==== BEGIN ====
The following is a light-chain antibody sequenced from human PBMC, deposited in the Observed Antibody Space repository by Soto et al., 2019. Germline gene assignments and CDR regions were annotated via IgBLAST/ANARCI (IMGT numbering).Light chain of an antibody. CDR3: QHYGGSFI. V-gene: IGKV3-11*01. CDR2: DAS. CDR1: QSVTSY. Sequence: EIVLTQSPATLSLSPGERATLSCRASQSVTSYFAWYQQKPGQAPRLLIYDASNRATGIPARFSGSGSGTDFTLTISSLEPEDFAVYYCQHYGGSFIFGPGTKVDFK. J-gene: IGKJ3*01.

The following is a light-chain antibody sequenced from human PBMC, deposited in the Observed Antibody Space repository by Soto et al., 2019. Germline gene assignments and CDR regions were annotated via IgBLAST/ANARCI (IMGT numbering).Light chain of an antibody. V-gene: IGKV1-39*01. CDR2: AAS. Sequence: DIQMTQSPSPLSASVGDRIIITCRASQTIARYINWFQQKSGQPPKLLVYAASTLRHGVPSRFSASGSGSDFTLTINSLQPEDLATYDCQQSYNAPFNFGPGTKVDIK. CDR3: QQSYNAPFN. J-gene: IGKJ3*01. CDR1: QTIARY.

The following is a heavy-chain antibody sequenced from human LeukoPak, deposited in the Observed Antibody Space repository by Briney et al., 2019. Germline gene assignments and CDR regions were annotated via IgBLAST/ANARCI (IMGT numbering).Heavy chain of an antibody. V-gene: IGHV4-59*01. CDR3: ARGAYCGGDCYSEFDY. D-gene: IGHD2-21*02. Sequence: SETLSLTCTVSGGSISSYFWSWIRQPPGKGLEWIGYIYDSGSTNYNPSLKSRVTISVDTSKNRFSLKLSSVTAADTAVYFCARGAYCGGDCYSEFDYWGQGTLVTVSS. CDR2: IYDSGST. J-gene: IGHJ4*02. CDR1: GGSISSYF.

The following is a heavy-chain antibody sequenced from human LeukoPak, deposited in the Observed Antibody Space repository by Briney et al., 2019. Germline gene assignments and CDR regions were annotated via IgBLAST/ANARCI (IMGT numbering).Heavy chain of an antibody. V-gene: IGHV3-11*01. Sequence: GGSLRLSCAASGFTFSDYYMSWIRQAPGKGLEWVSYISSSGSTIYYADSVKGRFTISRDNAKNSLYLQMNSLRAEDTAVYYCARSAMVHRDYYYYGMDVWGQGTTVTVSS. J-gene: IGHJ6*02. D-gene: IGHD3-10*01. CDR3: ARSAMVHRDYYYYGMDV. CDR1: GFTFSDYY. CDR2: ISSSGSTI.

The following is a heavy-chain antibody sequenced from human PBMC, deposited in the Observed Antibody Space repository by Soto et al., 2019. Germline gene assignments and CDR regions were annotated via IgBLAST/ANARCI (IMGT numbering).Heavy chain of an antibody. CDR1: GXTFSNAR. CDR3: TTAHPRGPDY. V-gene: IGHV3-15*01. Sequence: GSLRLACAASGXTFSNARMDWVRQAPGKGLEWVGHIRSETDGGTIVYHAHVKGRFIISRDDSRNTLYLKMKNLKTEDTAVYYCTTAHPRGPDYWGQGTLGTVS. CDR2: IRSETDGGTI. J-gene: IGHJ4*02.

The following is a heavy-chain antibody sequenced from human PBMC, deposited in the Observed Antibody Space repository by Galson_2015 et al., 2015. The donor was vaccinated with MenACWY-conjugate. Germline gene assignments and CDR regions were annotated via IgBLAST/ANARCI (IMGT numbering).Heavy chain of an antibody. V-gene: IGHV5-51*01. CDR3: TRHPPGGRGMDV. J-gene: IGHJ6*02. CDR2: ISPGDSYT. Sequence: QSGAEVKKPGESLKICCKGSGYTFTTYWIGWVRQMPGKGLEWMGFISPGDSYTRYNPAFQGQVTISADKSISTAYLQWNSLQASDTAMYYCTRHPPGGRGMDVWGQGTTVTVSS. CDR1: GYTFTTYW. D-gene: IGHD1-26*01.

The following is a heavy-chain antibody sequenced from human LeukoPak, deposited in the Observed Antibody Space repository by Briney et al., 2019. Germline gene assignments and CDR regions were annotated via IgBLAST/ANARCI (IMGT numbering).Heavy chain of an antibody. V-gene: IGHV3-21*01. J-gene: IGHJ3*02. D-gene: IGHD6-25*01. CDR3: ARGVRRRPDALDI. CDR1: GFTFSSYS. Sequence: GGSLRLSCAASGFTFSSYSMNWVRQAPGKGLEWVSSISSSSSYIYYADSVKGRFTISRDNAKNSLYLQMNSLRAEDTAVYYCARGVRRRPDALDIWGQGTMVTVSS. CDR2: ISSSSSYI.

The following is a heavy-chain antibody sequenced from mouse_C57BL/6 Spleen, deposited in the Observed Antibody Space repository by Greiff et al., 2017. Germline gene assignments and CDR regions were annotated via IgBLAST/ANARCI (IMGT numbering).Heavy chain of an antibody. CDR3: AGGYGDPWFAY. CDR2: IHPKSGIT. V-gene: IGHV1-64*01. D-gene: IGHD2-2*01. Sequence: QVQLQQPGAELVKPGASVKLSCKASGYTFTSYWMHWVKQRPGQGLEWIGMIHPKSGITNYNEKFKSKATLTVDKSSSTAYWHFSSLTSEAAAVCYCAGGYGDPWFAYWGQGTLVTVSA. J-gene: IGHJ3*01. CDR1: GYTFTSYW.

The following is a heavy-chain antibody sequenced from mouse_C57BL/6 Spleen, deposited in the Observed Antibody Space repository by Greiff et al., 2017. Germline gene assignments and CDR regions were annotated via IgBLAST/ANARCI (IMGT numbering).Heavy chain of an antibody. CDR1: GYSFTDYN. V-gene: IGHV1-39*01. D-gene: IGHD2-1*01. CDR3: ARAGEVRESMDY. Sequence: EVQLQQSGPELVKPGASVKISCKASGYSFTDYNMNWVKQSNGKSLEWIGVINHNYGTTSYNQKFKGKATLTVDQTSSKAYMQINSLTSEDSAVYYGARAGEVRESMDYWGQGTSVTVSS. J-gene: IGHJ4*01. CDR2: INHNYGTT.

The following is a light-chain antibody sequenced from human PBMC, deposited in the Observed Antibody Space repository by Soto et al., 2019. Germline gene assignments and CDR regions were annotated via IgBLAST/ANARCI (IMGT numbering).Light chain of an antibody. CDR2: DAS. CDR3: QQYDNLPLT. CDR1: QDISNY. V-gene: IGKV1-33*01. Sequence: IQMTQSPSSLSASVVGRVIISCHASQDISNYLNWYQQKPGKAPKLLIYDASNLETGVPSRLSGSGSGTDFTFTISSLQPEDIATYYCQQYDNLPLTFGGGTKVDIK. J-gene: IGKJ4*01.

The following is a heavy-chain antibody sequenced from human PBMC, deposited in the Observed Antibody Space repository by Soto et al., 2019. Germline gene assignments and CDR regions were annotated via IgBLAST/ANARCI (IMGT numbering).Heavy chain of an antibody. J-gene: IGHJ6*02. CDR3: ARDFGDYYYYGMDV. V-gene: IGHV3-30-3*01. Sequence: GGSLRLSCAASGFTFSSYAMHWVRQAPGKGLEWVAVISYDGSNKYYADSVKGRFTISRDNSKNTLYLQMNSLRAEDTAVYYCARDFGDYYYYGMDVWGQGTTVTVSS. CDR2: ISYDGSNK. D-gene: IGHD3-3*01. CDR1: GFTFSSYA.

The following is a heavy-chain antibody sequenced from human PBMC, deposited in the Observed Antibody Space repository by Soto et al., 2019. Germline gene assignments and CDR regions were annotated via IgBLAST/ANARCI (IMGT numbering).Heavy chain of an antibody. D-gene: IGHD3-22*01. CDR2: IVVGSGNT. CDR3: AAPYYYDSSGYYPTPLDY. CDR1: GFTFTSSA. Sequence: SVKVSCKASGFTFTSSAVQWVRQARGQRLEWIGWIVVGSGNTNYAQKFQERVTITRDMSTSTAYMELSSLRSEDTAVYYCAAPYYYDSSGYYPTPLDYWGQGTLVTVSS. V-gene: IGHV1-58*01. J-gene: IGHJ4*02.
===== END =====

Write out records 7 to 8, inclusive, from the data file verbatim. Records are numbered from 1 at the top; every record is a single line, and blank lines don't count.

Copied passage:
The following is a heavy-chain antibody sequenced from human LeukoPak, deposited in the Observed Antibody Space repository by Briney et al., 2019. Germline gene assignments and CDR regions were annotated via IgBLAST/ANARCI (IMGT numbering).Heavy chain of an antibody. V-gene: IGHV3-21*01. J-gene: IGHJ3*02. D-gene: IGHD6-25*01. CDR3: ARGVRRRPDALDI. CDR1: GFTFSSYS. Sequence: GGSLRLSCAASGFTFSSYSMNWVRQAPGKGLEWVSSISSSSSYIYYADSVKGRFTISRDNAKNSLYLQMNSLRAEDTAVYYCARGVRRRPDALDIWGQGTMVTVSS. CDR2: ISSSSSYI.

The following is a heavy-chain antibody sequenced from mouse_C57BL/6 Spleen, deposited in the Observed Antibody Space repository by Greiff et al., 2017. Germline gene assignments and CDR regions were annotated via IgBLAST/ANARCI (IMGT numbering).Heavy chain of an antibody. CDR3: AGGYGDPWFAY. CDR2: IHPKSGIT. V-gene: IGHV1-64*01. D-gene: IGHD2-2*01. Sequence: QVQLQQPGAELVKPGASVKLSCKASGYTFTSYWMHWVKQRPGQGLEWIGMIHPKSGITNYNEKFKSKATLTVDKSSSTAYWHFSSLTSEAAAVCYCAGGYGDPWFAYWGQGTLVTVSA. J-gene: IGHJ3*01. CDR1: GYTFTSYW.